Family's 'foul' caravan photo reveals truth about life on Aussie roads

More and more Australians are taking to a life on the road – but behind the scenes there can be 'really disgusting' moments like this.

Brooke Goosen pulls a face of disgust as she pours the family's waste out of a cassette toilet and into the hole (left). She smiles with her partner, mum and two children on their travels (right).
Mum Brooke Goosen was 'disgusted' while pouring her family's waste into a dumping point in a Byron Bay caravan site. Source: Supplied & Instagram/goosens_are_trippin

It looks like the picture perfect life on Instagram, but behind every sunset and scenic shot of Australia's outback lies at least one dirty little secret.

More and more Aussies are taking to the wide open road as domestic nomads fill up their 4WD and travel state to state, with plenty of families posting their seemingly idyllic lives on social media. Yet a newly acclaimed 'van life' mum has revealed the "less than glamorous" task which now haunts her to-do list.

After three months on the road, Sydney woman Brooke Goosen finally had to face the dreaded "glowing red light" above the toilet in her caravan as her partner, who usually carries out the task of emptying it, was unavailable.

With the toilet full of her family's waste she was forced to take it "for a walk" and dispose of the contents into a designated 'dumping point' at a Byron Bay campsite — with her mum capturing the smelly moment in all its glory.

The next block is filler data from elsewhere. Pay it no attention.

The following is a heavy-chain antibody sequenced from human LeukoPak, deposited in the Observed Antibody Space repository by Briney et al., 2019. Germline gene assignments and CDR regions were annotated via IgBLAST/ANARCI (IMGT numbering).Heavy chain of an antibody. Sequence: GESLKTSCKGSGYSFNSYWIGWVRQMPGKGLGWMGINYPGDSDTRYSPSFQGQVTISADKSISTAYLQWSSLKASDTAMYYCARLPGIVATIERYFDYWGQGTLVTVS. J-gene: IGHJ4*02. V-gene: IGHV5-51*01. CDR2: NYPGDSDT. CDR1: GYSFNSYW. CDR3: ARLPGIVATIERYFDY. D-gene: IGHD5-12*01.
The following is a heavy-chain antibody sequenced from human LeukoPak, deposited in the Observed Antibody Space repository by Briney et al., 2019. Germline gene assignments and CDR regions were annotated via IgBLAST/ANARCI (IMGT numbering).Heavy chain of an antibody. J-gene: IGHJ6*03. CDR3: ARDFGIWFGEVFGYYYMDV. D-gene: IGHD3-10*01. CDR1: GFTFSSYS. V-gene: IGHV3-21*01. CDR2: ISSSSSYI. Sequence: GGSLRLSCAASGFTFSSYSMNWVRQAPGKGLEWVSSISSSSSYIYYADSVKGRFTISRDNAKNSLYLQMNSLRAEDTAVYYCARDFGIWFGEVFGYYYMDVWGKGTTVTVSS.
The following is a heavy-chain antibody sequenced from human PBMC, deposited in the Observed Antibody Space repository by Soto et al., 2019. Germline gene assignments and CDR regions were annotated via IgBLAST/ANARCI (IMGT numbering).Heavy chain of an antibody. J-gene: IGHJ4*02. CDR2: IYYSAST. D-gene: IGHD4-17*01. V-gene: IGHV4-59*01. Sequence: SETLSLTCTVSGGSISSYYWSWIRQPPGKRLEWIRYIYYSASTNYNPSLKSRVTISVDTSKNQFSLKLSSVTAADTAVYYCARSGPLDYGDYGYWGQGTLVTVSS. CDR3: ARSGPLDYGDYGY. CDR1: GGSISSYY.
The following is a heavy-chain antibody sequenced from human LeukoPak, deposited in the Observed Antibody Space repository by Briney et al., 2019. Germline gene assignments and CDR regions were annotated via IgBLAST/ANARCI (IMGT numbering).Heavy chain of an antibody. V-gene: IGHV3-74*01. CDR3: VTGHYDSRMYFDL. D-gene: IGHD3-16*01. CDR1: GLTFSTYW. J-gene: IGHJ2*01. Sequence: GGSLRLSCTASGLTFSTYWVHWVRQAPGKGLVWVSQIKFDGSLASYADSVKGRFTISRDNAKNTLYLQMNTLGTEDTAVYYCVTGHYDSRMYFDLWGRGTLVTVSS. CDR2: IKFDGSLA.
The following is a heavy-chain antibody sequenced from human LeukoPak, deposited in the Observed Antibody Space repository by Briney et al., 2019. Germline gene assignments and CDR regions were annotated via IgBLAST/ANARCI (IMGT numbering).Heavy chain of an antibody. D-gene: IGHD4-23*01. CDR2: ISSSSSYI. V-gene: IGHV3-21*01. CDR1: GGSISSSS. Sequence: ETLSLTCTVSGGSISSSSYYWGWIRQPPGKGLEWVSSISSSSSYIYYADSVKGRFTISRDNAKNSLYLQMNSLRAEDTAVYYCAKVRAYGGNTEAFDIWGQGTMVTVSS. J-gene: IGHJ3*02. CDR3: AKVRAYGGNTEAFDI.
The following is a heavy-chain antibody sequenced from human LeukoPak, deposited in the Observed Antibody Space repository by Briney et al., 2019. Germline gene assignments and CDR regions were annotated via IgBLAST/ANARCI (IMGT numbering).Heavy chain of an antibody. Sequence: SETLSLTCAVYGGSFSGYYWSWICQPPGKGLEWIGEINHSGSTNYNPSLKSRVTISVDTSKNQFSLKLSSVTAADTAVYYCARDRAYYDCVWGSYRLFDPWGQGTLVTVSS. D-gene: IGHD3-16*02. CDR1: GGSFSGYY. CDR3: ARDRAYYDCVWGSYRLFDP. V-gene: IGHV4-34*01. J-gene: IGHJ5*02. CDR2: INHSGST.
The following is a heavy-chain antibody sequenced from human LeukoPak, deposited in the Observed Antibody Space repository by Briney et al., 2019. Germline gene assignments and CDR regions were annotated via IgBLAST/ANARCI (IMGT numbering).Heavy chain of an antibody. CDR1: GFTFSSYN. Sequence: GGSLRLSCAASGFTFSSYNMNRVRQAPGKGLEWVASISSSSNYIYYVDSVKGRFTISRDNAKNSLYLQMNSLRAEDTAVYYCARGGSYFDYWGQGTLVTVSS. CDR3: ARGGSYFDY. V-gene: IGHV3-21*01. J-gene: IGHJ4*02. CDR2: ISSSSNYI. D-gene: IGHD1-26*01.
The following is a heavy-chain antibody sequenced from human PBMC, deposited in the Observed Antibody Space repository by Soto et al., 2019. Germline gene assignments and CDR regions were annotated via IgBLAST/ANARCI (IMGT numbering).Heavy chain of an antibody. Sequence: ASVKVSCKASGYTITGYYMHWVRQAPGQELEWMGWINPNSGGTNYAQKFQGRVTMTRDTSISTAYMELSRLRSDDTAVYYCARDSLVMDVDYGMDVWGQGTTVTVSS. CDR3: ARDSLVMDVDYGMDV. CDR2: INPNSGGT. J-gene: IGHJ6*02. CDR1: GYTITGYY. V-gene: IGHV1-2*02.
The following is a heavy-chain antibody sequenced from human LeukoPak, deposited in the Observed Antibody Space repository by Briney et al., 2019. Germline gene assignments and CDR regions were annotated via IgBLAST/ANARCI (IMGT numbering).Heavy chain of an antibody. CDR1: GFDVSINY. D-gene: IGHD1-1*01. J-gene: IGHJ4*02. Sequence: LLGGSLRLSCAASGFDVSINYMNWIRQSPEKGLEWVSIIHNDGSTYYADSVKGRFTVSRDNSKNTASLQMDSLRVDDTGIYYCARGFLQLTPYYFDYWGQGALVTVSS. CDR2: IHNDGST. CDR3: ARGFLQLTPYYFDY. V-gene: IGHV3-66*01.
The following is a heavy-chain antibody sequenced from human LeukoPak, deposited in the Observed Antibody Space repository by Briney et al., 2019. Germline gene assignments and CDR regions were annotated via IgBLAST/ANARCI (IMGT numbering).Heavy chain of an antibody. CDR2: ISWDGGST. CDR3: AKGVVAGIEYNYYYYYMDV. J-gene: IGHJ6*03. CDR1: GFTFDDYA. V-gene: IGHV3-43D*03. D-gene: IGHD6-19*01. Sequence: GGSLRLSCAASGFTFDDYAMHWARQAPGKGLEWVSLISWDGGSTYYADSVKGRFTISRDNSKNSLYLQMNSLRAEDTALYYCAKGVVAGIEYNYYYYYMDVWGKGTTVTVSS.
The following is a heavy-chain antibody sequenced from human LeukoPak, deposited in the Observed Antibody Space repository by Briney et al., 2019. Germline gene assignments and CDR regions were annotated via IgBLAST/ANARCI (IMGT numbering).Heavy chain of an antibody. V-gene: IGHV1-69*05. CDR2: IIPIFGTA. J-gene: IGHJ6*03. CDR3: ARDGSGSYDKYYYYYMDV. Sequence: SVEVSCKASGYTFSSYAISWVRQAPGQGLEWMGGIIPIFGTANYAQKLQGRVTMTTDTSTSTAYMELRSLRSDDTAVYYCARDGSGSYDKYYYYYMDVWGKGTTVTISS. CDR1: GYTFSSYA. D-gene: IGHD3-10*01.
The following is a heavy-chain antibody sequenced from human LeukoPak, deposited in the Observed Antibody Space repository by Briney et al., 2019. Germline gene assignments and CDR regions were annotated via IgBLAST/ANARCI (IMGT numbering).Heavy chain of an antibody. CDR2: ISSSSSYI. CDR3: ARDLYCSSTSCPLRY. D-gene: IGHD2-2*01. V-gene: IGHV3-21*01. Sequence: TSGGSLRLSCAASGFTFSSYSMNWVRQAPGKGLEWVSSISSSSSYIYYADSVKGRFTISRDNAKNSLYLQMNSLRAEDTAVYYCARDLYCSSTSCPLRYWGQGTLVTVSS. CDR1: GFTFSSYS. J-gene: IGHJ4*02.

Brooke, pictured in white gloves, seen emptying the toilet at a Byron Bay 'dumping point'.
This is the side of things you tend not to see on social media. Source: Facebook

"It was just foul. It's a hole in the ground and you basically have to tip your waste into it and if you don't get it in the hole it splashes everywhere. It's really disgusting," Brooke recalled to Yahoo News.

In the picture Brooke can be seen screwing up her face in disgust as she pours her family's waste into the hole, leaning as far back as possible while wearing gloves.

"Is it just me or is the idea of the dump points outdated?" she said, sharing the experience online. "If we're getting rockets into space surely there's a better way."

A white Ford Ranger ute and a caravan in a wooden area.
The Goosens are travelling around the country in their 4WD and caravan. Source: Instagram/goosens_are_trippin

Brooke explained the cassette toilet only stores the family of five's waste for about two days. In a rather dismayed tone, she recounted how she has even faced a few overflow accidents after her kids didn't notice the "red light" warning.

"The red light on top of the toilet means it's either full or you have to take it within the next couple of goes, if you don't it overflows," she explained. "We had a going away party in March and all our friends had no idea about the red light... it wasn't fun."

In the US connection pipes are a common solution for this, meaning travellers don't need to manually dump waste like Brooke and her family do. Instead a pipe connects the caravan waste container to a campsite dumping point and saves travellers getting their hands messy.

After sharing the image online one referred to the cassette toilet as the "devil's suitcase" while others urged Brooke to instead switch to a compost toilet, which seperates liquids and solids and doesn't require dumping.

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